Of all the personal injury cases that occur, perhaps the most disturbing are the ones that happen to the most vulnerable including children and, of course, the elderly. According to the Centers for Disease Control, in 2014, there were 1.4 million residents living in 15,600 nursing homes throughout the U..S. Of those 15,600 nursing homes, nearly 70% are privately owned. Oftentimes, the assumption is that a privately owned facility provides the best and most “luxurious” care, but apparently, that is not always the case.
In fact, according to the National Center on Elder Abuse, in the year 2000, one study revealed that 44% of nursing home residents interviewed at 2,000 separate facilities said they had been abused. And 95% said they had been neglected or seen others neglected. In New York, alone, many thousands of elderly individuals live in nursing homes. Most of the time, they, together with their families, have researched many facilities and decided on the ones that best meet their life styles as well as their budgets. What should be a comforting environment and a chance to live out their lives stress free often becomes a terrible experience; for some even a nightmare.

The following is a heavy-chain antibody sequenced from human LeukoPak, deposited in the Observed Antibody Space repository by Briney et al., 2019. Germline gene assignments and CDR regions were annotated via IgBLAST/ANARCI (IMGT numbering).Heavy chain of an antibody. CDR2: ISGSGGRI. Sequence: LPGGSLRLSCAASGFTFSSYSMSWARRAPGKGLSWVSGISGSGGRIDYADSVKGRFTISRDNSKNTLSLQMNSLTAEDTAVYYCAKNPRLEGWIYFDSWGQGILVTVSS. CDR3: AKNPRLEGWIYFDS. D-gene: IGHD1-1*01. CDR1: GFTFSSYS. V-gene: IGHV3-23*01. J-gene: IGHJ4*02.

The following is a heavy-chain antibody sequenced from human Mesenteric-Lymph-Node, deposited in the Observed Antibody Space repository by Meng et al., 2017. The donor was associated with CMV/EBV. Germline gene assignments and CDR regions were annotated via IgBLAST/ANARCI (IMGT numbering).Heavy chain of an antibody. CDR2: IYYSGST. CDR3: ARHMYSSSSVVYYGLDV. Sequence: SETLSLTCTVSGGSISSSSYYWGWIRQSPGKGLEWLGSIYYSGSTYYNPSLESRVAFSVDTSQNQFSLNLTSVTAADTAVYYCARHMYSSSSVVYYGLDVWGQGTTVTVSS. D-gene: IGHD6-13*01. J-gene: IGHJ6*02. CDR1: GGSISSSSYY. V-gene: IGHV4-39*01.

The fact that the overwhelming number of nursing homes are privately owned and run can lead to those facilities putting profits before the well-being of the residents in their care. Like many other for-profit organizations, private nursing homes may sometimes seek to cut back on expenses which may lead to inadequate staffing, unqualified staff, inadequate maintenance and cleaning; a shortage of proper medical equipment, and even much-needed prescription drugs.
As a result, there have been countless cases of elderly individuals who have suffered serious medical conditions and injuries; injuries even leading to death. Bedsores, bruises, lice, broken bones, poor hygiene, sudden weight loss – all are signs of neglect or abuse. In instances where the individual is lucid and aware of his surroundings, he is able to communicate the poor living conditions to his family members who then may take action. However, not every nursing home resident is capable of alerting their families; and some residents have no families at all. In the most tragic cases, some die due to neglect.
If you or someone you may know has an elderly parent or family member living in a nursing home facility, be vigilant. Visit often. Take care to notice the physical and emotional state of your loved one. If you are not satisfied, remove him or her immediately. If he or she has suffered an injury, contact a knowledgeable personal injury attorney for advice. You CAN hold the facility accountable.